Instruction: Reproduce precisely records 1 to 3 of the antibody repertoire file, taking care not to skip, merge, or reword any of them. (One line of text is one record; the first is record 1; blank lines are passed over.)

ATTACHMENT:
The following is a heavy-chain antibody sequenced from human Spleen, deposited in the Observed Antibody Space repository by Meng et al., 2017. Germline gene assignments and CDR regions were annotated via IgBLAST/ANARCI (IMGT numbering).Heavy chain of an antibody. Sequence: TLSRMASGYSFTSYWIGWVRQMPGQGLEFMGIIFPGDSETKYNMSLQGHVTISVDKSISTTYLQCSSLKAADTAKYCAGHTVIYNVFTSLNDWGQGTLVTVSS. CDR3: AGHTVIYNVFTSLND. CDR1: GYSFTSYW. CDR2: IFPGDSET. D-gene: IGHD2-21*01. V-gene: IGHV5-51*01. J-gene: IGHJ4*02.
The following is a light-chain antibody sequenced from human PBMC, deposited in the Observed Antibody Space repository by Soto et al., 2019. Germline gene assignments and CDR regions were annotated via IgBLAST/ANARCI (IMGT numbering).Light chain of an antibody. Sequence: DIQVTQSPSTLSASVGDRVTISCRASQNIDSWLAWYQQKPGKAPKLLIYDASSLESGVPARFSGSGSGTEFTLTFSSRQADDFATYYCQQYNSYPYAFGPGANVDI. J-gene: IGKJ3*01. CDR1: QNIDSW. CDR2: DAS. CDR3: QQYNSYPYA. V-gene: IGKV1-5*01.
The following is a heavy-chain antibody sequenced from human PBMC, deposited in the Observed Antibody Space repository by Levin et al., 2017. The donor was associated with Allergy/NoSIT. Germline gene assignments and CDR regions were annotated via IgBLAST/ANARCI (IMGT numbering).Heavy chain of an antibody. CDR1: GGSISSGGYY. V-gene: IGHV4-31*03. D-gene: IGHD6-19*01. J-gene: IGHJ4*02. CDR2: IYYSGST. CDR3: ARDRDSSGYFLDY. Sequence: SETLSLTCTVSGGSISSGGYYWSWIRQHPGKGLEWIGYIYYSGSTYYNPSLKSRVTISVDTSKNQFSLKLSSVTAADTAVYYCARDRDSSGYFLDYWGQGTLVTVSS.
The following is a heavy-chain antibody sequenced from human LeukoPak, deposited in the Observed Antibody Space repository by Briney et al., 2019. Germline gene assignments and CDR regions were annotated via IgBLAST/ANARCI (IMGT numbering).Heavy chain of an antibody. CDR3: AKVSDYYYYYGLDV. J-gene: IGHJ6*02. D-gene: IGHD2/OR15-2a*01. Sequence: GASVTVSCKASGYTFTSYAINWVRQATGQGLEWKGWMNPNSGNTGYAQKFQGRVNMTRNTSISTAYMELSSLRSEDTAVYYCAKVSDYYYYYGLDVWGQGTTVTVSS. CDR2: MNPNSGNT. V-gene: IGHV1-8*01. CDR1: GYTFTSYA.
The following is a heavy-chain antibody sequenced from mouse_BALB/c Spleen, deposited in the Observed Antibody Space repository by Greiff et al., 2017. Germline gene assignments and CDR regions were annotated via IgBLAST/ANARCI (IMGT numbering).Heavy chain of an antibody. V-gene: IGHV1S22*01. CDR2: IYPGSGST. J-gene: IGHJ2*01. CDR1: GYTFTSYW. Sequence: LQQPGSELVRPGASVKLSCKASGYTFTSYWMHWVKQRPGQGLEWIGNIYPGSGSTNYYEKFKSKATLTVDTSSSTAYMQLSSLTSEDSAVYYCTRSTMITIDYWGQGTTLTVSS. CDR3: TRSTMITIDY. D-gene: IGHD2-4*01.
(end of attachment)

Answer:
The following is a heavy-chain antibody sequenced from human Spleen, deposited in the Observed Antibody Space repository by Meng et al., 2017. Germline gene assignments and CDR regions were annotated via IgBLAST/ANARCI (IMGT numbering).Heavy chain of an antibody. Sequence: TLSRMASGYSFTSYWIGWVRQMPGQGLEFMGIIFPGDSETKYNMSLQGHVTISVDKSISTTYLQCSSLKAADTAKYCAGHTVIYNVFTSLNDWGQGTLVTVSS. CDR3: AGHTVIYNVFTSLND. CDR1: GYSFTSYW. CDR2: IFPGDSET. D-gene: IGHD2-21*01. V-gene: IGHV5-51*01. J-gene: IGHJ4*02.
The following is a light-chain antibody sequenced from human PBMC, deposited in the Observed Antibody Space repository by Soto et al., 2019. Germline gene assignments and CDR regions were annotated via IgBLAST/ANARCI (IMGT numbering).Light chain of an antibody. Sequence: DIQVTQSPSTLSASVGDRVTISCRASQNIDSWLAWYQQKPGKAPKLLIYDASSLESGVPARFSGSGSGTEFTLTFSSRQADDFATYYCQQYNSYPYAFGPGANVDI. J-gene: IGKJ3*01. CDR1: QNIDSW. CDR2: DAS. CDR3: QQYNSYPYA. V-gene: IGKV1-5*01.
The following is a heavy-chain antibody sequenced from human PBMC, deposited in the Observed Antibody Space repository by Levin et al., 2017. The donor was associated with Allergy/NoSIT. Germline gene assignments and CDR regions were annotated via IgBLAST/ANARCI (IMGT numbering).Heavy chain of an antibody. CDR1: GGSISSGGYY. V-gene: IGHV4-31*03. D-gene: IGHD6-19*01. J-gene: IGHJ4*02. CDR2: IYYSGST. CDR3: ARDRDSSGYFLDY. Sequence: SETLSLTCTVSGGSISSGGYYWSWIRQHPGKGLEWIGYIYYSGSTYYNPSLKSRVTISVDTSKNQFSLKLSSVTAADTAVYYCARDRDSSGYFLDYWGQGTLVTVSS.